The boy looks up at me, smiling with his eyes. They’re almost the same colour as mine and seem to want to communicate as much as I do.
I look at his eyes and think of what they must have seen these past few weeks and months. Our shared eye colour is about the only similarity I think we’ll find – I know that I can’t ever really understand what he’s been through, or even what he’s going through now.
His name is Fadi and he’s just arrived from war-torn Syria. Fadi, his two siblings and his parents have been driven out of their home by gunfire and shelling, every day inching closer and closer to their home.
Now Fadi is in a whole new country, Lebanon, where he knows no one and has nothing – not even a blanket to sleep under when it gets cold at night.
What home looks like
I’ve given him a pen and paper, and I’m trying to ask him to draw something. But I can’t remember the Arabic word for draw and my colleague Mona who has been interpreting for me is helping distribute warm pyjamas to the other children who, like Fadi, came over with little else but the clothes on their backs, and have had nothing to protect them from the cold that’s starting to set in.
So instead of talking to him in a language I know he doesn’t understand, I start drawing a house, with a couple patches of grass underneath.
I hand him back the pen and paper and gesture for him to finish the drawing as he sees fit. He puts pen to paper and draws a line. He draws another and then another with jagged lines becoming confusing swirls until a whole section of the paper is a mass of blue ink, angry, frightening and stark against the clean white of the paper.
At first I think that he may not have understood what I meant. But I think back to what his mother had just told me and I realise that maybe it’s not that he hasn’t understood – but that when he thinks of his home and his life back in Syria, this is what he remembers: anger, confusion, chaos and fear. And it’s not over yet.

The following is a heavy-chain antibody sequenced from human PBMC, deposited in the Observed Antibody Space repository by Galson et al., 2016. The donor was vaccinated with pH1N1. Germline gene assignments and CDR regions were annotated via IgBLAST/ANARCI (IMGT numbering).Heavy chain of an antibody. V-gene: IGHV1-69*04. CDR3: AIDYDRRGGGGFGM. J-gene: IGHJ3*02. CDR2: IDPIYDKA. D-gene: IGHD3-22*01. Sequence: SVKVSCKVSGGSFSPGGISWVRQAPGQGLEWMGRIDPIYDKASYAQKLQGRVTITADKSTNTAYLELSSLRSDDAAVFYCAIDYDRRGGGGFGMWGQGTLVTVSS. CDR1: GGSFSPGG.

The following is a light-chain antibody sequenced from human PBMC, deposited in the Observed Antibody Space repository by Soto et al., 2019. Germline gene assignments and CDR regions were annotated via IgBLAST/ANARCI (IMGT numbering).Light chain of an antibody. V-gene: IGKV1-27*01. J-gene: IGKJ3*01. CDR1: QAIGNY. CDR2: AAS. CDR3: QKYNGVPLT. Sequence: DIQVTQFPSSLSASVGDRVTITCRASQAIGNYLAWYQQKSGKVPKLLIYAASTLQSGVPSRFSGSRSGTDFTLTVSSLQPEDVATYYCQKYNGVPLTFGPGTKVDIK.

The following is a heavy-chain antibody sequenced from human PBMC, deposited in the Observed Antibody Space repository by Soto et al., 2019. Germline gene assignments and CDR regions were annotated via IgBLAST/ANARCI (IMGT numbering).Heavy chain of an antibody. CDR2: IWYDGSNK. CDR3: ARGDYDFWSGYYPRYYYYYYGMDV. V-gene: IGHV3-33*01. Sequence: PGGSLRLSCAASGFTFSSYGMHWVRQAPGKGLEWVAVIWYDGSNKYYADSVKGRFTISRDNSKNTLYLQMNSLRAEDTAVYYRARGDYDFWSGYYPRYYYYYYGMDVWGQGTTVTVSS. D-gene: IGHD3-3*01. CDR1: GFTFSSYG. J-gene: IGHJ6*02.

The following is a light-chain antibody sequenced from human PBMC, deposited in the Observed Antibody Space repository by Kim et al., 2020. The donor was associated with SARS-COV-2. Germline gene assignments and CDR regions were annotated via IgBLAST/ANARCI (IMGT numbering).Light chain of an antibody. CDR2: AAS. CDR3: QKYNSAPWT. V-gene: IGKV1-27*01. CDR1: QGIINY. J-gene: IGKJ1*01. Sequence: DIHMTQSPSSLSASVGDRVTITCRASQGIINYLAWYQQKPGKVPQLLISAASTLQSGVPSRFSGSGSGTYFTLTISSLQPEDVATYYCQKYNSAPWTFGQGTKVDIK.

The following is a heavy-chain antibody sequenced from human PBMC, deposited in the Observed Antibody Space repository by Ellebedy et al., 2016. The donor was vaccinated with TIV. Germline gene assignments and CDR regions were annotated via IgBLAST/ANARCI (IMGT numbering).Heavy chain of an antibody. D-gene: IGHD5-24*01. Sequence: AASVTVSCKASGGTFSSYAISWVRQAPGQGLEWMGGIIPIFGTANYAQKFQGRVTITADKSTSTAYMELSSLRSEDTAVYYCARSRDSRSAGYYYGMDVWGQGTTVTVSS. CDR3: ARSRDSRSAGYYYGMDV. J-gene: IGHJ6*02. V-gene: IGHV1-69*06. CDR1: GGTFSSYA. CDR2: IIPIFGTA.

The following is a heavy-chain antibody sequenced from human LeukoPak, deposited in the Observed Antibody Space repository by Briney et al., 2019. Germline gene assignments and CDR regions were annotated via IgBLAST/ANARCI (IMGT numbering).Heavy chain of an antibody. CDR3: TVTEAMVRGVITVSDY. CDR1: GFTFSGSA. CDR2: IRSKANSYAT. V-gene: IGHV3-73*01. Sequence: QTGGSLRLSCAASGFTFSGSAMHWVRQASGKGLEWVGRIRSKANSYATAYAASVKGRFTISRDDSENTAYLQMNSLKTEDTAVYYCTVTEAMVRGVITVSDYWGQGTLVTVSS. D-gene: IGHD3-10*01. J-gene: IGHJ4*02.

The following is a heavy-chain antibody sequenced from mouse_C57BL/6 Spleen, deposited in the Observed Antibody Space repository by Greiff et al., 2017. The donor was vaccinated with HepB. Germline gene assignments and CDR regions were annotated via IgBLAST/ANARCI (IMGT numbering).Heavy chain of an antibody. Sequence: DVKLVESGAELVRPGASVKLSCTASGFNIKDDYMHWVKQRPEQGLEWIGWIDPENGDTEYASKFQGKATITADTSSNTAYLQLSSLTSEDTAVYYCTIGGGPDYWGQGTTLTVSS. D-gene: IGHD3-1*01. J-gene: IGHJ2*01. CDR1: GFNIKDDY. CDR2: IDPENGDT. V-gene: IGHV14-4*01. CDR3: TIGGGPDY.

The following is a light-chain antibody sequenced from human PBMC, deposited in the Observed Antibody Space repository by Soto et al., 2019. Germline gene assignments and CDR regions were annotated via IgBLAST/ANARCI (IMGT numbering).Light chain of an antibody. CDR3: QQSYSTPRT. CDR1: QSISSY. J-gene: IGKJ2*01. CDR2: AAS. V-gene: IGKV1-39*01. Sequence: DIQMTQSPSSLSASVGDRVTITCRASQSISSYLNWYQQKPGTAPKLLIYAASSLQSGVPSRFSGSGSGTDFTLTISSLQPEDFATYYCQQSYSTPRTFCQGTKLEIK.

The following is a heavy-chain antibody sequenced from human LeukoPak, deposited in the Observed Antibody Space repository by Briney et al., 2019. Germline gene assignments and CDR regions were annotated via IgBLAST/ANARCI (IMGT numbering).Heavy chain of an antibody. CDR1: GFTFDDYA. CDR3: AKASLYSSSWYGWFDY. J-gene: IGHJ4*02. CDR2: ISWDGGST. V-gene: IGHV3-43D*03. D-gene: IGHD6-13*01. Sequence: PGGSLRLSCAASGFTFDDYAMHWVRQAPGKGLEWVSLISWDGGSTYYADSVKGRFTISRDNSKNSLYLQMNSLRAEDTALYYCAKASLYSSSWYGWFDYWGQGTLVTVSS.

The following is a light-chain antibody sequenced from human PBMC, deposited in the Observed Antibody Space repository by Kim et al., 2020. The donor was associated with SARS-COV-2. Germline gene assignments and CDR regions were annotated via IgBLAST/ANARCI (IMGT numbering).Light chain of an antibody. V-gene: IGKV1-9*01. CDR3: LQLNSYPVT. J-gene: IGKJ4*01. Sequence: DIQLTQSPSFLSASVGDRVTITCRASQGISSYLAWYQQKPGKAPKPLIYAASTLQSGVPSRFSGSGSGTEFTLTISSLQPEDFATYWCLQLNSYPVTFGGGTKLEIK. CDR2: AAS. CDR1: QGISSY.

24 people in one room
Now in Lebanon, this fear and confusion is still here. Fadi, only five, is living in a one-room shopfront with some 24 other people, sleeping on the floor and increasingly feeling the cold seep in through the cracks between the ground and the one door, often left open so that some air can circulate into the cramped room. There are no windows.
Like the other children living in this room, Fadi doesn’t have winter clothes. He doesn’t have a mattress to sleep on, let alone a bed. There aren’t enough blankets to go around, and – up until today – no warm pyjamas to change into at night when the temperatures drop even further.
Fadi has no boots or socks to keep his feet warm if ever he wants to leave this one room and play outside, and no gloves, no hat or scarf to protect him from the cold.
He doesn’t know when he’ll be able to return home, and as the cold begins to set in, doesn’t have what he needs to keep him warm and safe from the wind, rain and plummeting temperatures that winter will bring.
Warm pyjamas and shoes
At Save the Children we’re doing what we can to help make sure children like Fadi have what they need to safeguard against the cold.
Today we’re distributing fuzzy pyjamas and shoes and it’s heart-warming to see how happy the children are, trying on their new shoes and running around, their bare feet no longer exposed to cold cement floor.
It’s a relief to think that tonight, they’ll sleep a little easier with pyjamas to warm them when the sun goes down.
But I know it’s not enough – the temperatures will continue to drop, and these children will need blankets and mattresses at night; fuel and stoves to heat their food and warm themselves; and better equipped shelters to stave off the winds and rains.
We need to do more, and fast. Winter is coming.